Not many sports possess a rich history as do football. Its origin stretches back to the twelfth century. Gaining acceptance throughout the masses, football is, in fact, the most popular sport in the world. But in the wake of the spread of COVID-19 disease, all the major footballing competitions are suspended around the world. The Coronavirus pandemic has practically locked the human race inside their houses. In order to stop the spread of the lethal virus, avoiding social gatherings and meetings is the need of the hour. Amidst all this, it has also upended the entire footballing calendar into disarray.
All major footballing leagues like the English Premier League (EPL), La Liga, Ligue 1, Bundesliga and Serie A are suspended with immediate effects. The epicenters of modern-day football- Spain, Germany, France, Italy, and England; are some of the worst affected countries in the world. Even the Euro 2020 is postponed which has already cost UEFA roughly €250-300 million. But Coronavirus is not the only global health issue that has impacted football. Here are some others:
In pic: Beijing during the 2008 Olympics
SARS and Avian Flu:
Declared as a global threat in March 2003 by the WHO, SARS was caused by a type of coronavirus. And the Avian or Bird Flu also emerged in late 2003 as another global health issue. Both the diseases arose while China was preparing for the 2008 Beijing Olympics. And the effects were felt keenly. As the Games got closer, with millions of visitors to arrive in the country, another outbreak could have proved disastrous. In fact, thousands of Hospital beds were kept vacant during the Olympics in preparation for the worst scenario possible.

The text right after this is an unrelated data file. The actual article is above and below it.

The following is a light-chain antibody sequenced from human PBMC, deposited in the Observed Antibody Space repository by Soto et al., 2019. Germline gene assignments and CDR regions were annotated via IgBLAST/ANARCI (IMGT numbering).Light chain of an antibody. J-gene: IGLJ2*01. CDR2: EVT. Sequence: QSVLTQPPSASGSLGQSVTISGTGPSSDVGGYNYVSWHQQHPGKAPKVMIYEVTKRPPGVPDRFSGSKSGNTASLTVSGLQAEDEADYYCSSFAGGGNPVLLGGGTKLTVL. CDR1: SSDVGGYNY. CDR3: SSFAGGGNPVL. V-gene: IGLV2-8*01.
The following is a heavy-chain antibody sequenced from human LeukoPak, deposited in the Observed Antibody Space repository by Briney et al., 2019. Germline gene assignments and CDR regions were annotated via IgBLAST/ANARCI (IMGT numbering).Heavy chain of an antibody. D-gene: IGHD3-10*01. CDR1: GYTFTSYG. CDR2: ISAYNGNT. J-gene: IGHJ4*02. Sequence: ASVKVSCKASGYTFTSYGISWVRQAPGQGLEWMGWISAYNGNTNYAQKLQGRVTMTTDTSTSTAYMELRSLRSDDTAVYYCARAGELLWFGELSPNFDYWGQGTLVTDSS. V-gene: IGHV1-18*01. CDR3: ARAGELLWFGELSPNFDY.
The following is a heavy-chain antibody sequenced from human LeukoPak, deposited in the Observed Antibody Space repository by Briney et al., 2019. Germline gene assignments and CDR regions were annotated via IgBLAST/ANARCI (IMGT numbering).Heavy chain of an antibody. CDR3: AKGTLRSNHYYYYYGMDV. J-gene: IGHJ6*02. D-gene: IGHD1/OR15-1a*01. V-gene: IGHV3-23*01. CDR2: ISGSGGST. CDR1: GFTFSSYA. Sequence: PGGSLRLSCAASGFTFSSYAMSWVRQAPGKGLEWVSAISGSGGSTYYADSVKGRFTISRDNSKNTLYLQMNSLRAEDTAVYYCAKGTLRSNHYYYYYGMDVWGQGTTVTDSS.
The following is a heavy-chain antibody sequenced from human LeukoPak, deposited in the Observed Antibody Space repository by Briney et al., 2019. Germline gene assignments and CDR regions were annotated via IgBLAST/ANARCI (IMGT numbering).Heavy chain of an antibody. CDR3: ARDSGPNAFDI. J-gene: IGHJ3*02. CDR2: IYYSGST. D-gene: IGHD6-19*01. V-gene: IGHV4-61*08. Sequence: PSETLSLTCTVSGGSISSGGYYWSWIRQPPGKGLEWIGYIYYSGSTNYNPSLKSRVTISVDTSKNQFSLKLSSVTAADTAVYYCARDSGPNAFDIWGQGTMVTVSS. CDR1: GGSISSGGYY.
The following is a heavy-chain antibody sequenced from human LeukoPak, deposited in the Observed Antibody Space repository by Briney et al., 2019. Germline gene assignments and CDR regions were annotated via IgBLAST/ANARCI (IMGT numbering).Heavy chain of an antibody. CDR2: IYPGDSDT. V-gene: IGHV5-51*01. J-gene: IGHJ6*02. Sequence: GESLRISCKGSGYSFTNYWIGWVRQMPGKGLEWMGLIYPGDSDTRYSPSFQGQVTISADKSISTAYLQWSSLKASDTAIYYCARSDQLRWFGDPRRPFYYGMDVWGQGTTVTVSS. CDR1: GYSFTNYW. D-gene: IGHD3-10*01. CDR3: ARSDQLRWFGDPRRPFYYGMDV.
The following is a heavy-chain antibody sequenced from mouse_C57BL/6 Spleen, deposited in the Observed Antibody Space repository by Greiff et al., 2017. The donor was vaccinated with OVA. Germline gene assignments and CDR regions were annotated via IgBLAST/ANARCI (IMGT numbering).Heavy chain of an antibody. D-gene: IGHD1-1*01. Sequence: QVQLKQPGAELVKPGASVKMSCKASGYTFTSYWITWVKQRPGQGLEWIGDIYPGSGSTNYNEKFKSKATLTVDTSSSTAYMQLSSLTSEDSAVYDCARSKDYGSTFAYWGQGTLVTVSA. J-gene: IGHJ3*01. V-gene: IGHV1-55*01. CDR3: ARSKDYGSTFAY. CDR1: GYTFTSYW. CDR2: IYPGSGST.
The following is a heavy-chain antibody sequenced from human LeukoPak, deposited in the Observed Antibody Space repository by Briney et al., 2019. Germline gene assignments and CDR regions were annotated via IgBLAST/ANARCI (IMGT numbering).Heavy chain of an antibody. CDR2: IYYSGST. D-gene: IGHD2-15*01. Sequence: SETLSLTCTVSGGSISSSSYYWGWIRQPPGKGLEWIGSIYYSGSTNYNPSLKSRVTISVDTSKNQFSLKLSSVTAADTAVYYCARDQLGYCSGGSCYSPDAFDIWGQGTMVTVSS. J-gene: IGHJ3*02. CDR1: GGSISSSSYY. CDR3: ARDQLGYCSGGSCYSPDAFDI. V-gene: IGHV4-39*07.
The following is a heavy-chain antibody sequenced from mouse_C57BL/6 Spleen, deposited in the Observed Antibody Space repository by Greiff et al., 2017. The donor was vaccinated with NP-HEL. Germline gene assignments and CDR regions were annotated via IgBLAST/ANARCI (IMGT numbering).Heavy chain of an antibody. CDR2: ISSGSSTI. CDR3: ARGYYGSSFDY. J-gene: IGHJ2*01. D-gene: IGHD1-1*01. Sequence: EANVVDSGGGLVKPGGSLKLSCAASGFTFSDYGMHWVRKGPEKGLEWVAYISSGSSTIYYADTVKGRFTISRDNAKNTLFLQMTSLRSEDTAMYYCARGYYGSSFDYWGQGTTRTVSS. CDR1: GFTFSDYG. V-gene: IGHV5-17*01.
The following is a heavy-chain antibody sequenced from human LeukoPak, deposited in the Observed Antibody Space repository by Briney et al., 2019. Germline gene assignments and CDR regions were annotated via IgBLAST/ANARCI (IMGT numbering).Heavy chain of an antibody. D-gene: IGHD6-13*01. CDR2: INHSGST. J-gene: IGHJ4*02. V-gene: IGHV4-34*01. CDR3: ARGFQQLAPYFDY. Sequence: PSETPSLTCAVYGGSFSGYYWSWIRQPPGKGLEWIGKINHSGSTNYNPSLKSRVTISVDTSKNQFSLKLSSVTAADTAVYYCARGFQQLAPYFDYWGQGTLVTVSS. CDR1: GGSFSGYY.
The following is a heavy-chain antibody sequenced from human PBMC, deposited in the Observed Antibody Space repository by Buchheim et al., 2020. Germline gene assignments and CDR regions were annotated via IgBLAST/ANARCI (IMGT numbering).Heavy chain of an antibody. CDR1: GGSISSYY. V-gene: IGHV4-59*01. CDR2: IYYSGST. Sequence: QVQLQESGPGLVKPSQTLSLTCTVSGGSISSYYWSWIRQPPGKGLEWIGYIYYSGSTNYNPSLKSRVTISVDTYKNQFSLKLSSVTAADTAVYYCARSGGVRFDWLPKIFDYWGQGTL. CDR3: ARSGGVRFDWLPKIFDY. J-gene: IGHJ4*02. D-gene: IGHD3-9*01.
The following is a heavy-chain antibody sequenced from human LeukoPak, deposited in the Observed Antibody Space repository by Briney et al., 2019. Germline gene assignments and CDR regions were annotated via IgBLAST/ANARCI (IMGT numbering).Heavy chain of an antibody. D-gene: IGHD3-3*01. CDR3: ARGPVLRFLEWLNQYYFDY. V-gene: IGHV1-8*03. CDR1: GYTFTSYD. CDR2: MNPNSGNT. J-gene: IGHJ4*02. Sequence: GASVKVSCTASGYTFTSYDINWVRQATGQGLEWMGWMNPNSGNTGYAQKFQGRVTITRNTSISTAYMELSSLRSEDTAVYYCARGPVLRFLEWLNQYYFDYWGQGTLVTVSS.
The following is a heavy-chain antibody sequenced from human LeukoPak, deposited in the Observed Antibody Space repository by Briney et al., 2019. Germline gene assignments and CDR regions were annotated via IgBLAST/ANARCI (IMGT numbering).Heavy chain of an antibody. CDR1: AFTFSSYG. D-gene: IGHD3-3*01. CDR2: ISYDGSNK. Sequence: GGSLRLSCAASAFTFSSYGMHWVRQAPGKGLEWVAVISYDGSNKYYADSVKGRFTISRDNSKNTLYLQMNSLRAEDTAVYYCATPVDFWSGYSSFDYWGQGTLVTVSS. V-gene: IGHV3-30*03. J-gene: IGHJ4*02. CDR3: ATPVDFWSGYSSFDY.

In pic: Ivory Coast, the AFCON 2015 champions
The Ebola threat:
The Ebola epidemic in the years 2014-16 resulted in around 28,616 confirmed cases and 11,310 deaths in Guinea, Liberia and Sierra Leone alone. It had major consequences on the African Cup of Nations, which was originally scheduled in Morocco in 2015. After the WHO's intervention, it was postponed for six months. After which it was shifted to Equatorial Guinea. It was an improbable success, in spite of such threats. And Ivory Coast emerged victorious in the competition.
In pic: people giving solidarity to HIV patients
HIV/AIDS was at its height in the 1980s and early 90s. Rather than impacting individual sports, it has changed the way that the games were being played. For many ethical and legal reasons, mandatory HIV testing of athletes does not exist in many sports even today. Although various bodies like the FIFA and the NBA have adopted a strict policy under which a player with an open wound needs to leave the field until treated.